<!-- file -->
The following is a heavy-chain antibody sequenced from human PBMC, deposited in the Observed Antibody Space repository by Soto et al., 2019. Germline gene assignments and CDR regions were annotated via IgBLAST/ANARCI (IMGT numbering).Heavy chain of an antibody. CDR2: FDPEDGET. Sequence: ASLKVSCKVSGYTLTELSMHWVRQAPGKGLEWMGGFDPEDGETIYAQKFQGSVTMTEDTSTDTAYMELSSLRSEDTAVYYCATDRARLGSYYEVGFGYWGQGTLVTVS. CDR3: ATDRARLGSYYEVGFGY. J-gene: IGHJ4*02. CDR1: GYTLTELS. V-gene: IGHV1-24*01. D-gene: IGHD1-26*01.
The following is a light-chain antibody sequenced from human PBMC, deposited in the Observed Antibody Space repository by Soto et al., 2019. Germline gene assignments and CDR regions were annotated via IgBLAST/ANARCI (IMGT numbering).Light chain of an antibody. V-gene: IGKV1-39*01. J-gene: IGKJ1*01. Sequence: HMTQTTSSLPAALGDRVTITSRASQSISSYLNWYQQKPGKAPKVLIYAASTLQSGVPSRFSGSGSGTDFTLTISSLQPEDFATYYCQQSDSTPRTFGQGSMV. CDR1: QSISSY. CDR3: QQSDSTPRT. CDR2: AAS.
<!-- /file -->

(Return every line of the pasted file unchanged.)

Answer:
The following is a heavy-chain antibody sequenced from human PBMC, deposited in the Observed Antibody Space repository by Soto et al., 2019. Germline gene assignments and CDR regions were annotated via IgBLAST/ANARCI (IMGT numbering).Heavy chain of an antibody. CDR2: FDPEDGET. Sequence: ASLKVSCKVSGYTLTELSMHWVRQAPGKGLEWMGGFDPEDGETIYAQKFQGSVTMTEDTSTDTAYMELSSLRSEDTAVYYCATDRARLGSYYEVGFGYWGQGTLVTVS. CDR3: ATDRARLGSYYEVGFGY. J-gene: IGHJ4*02. CDR1: GYTLTELS. V-gene: IGHV1-24*01. D-gene: IGHD1-26*01.
The following is a light-chain antibody sequenced from human PBMC, deposited in the Observed Antibody Space repository by Soto et al., 2019. Germline gene assignments and CDR regions were annotated via IgBLAST/ANARCI (IMGT numbering).Light chain of an antibody. V-gene: IGKV1-39*01. J-gene: IGKJ1*01. Sequence: HMTQTTSSLPAALGDRVTITSRASQSISSYLNWYQQKPGKAPKVLIYAASTLQSGVPSRFSGSGSGTDFTLTISSLQPEDFATYYCQQSDSTPRTFGQGSMV. CDR1: QSISSY. CDR3: QQSDSTPRT. CDR2: AAS.